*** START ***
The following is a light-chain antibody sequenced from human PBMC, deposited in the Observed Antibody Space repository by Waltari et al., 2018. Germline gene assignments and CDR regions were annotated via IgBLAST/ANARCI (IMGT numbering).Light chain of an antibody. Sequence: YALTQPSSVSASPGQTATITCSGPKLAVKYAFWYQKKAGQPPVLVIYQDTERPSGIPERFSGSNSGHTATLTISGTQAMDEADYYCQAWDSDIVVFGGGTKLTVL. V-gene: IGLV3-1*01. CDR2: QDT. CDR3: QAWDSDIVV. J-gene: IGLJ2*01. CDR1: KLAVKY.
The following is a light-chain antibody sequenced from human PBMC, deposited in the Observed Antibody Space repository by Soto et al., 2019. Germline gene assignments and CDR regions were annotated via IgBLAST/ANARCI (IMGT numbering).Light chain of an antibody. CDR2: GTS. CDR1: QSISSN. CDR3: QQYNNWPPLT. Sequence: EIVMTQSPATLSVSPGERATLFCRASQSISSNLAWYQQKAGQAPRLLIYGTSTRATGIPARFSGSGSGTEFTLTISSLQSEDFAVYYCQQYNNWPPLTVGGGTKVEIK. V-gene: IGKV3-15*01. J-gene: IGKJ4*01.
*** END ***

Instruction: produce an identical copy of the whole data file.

The following is a light-chain antibody sequenced from human PBMC, deposited in the Observed Antibody Space repository by Waltari et al., 2018. Germline gene assignments and CDR regions were annotated via IgBLAST/ANARCI (IMGT numbering).Light chain of an antibody. Sequence: YALTQPSSVSASPGQTATITCSGPKLAVKYAFWYQKKAGQPPVLVIYQDTERPSGIPERFSGSNSGHTATLTISGTQAMDEADYYCQAWDSDIVVFGGGTKLTVL. V-gene: IGLV3-1*01. CDR2: QDT. CDR3: QAWDSDIVV. J-gene: IGLJ2*01. CDR1: KLAVKY.
The following is a light-chain antibody sequenced from human PBMC, deposited in the Observed Antibody Space repository by Soto et al., 2019. Germline gene assignments and CDR regions were annotated via IgBLAST/ANARCI (IMGT numbering).Light chain of an antibody. CDR2: GTS. CDR1: QSISSN. CDR3: QQYNNWPPLT. Sequence: EIVMTQSPATLSVSPGERATLFCRASQSISSNLAWYQQKAGQAPRLLIYGTSTRATGIPARFSGSGSGTEFTLTISSLQSEDFAVYYCQQYNNWPPLTVGGGTKVEIK. V-gene: IGKV3-15*01. J-gene: IGKJ4*01.